Roberta Evelyn Winston Martin Austin was one of the most significant figures during gospel music’s golden age (1945–1960). A performer and publisher, she reached iconic status in Chicago, Illinois, where she influenced numerous artists (such as Alex Bradford, James Cleveland, and Albertina Walker) and had an impact on an entire industry with her innovation and business acumen. Roberta Evelyn Winston was born in Helena (Phillips County) on February 12, 1907, one of six children of William and Anna Winston, proprietors of a general store. She began studying piano at age six. Her family relocated to Cairo, Illinois, before she was ten, after arriving in Chicago in 1917, Winston played for various church functions, working with Thomas A. Dorsey, the “Father …

Massey, Mary Elizabeth

Mary Elizabeth Massey was a history professor noted for her early studies of women in the Civil War, years before women’s history courses became common in university history departments. Her books have continued to be important decades after their publication. Mary Elizabeth Massey (she used her full name throughout her life) was born on December 25, 1915, in Morrilton (Conway County) to Mary McClung Massey and Charles Leonidas Massey. After graduation from Morrilton High School, she attended Hendrix College in Conway (Faulkner County). For multiple years, Massey was president of her sorority (in an era when Hendrix had fraternities and sororities), and she served on the Interfraternity Council, the dormitory council, and the Student Senate, in addition to serving one-year …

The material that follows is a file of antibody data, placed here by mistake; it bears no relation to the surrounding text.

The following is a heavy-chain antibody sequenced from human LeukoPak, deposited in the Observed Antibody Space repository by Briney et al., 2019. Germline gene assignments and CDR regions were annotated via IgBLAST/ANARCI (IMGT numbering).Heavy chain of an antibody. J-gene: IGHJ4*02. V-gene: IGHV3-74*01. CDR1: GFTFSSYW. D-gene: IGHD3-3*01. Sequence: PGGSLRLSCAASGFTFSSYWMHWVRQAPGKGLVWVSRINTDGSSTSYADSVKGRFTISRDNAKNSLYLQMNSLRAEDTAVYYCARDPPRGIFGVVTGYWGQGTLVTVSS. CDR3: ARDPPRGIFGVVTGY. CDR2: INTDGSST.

Massey, Mary Elizabeth Smith